First published on LinkedIn, November 14, 2016
Everybody seems to be talking about talent management and succession planning. Mostly, they’re criticising the dreaded nine-box grid. I’ve noticed this dread some up in conversation last month at the Northern Organisational Development Network and recently in client meetings. The issue is neatly summarised in this excellent article by Lucy Adams https://www.linkedin.com/pulse/9-box-grid-fatigue-lucy-adams .
I think of talent as the shiny pennies you sometimes get in your small change, gleaming with potential to be different to their weather-worn contempories. We are told if we look after the pennies, the pounds will look after themselves. Do we nurture these new pennies, or do we toss them into a piggy bank or oversized whisky bottle to dull alongside their tarnished brethren?
If you treat your talent this way – in other words, the same way you treat all your small change – you will lose sight of their shininess, their potential. And, of course, you don’t ever see them again unless you shake out the piggy bank and rifle through your change. Worse still, you must smash the bottle to release the potential since expecting talent to rise to the top automatically and find its way through the bottleneck is clearly nonsense (and it’s no accident the bottleneck is always at the top of the bottle!)
A possible solution
Perhaps it would be better to drop your change into an open-necked jar. That way, you might still see your shiny pennies and can reach in and grab a few, you know, if you want to. But you don’t.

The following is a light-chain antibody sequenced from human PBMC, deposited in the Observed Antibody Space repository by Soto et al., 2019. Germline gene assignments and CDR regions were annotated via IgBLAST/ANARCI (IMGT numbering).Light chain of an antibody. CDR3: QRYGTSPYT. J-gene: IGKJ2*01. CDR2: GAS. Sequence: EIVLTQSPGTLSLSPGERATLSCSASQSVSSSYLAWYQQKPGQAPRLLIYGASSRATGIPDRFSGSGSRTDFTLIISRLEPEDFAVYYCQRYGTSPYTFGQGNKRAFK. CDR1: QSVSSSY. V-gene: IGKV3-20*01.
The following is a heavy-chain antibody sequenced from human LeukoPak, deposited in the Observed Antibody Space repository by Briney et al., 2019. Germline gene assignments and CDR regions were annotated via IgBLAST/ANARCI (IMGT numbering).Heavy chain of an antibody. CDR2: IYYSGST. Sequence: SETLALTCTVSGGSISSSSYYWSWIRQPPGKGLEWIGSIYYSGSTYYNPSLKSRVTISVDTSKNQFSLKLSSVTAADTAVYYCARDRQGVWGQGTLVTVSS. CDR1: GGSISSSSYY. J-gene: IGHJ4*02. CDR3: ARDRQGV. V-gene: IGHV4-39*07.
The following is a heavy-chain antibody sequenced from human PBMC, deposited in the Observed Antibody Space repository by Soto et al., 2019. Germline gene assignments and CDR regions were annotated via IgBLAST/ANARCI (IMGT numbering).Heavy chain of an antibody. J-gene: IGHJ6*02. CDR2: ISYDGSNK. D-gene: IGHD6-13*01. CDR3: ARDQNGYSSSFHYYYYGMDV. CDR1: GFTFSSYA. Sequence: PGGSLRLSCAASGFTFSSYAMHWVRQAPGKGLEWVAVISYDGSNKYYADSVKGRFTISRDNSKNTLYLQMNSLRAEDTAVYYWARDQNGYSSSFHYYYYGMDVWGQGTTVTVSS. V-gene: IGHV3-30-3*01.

Talent management and succession planning are processes that were created to address this issue. Liken them if you will to an automatic coin sorter. My kids were given automatic coin sorters when they opened their ‘LittleSaver’ (or some such thing) bank accounts; you pop your coin in a slot at the top and it slides into a different holder dependent on the size of the coin. Doesn’t work with 50 pence pieces though and it doesn’t encourage you to do anything with your savings. Even electric coins sorters that can deal with huge volumes and tally up the coins into baggable denominations don’t do that. They just sort it, bag it, bank it.
It strikes me we are dealing with our small change like we deal with our talent in the darned nine-box grid. Sort it, bag it, bank it. Let it fester.
HR professionals have good intentions when designing talent management processes, however they are processes. They have over-rationalised an emotive subject to pretend it is not emotive. They are colluding with managers to avoid the real work of managing talent and planning succession.
- Reconnect with the reason you are managing talent. To plan succession, use those shiny pennies.
- Scrap the process-centred thinking. I suggest root cause analysis of what works and what does not. Talent management is not working. Start with culture, not process. Your (talent) culture eats your (talent) strategy for breakfast, and goes on to polish off your (talent) processes for lunch. Use a culture web analysis to uncover what’s going on
- DO SOMETHING with talented people to nurture and develop them. In the words of Marie Kondo (from the awesome Life changing magic of tidying), to “see these coins, stripped of their dignity as money, is heartrending. I beg you to rescue these forgotten coins wasting away in your home by adopting the motto, ‘into my wallet’!”
It’s heartrending to to me to see these talented people, stripped of their dignity as human beings, populating a nine-box grid as initials in a succession plan that will never be fulfilled. I beg you to rescue these forgotten people wasting away in your organisation by adopting the motto, [complete the sentence in not more than 10 words].
Jeremy J Lewis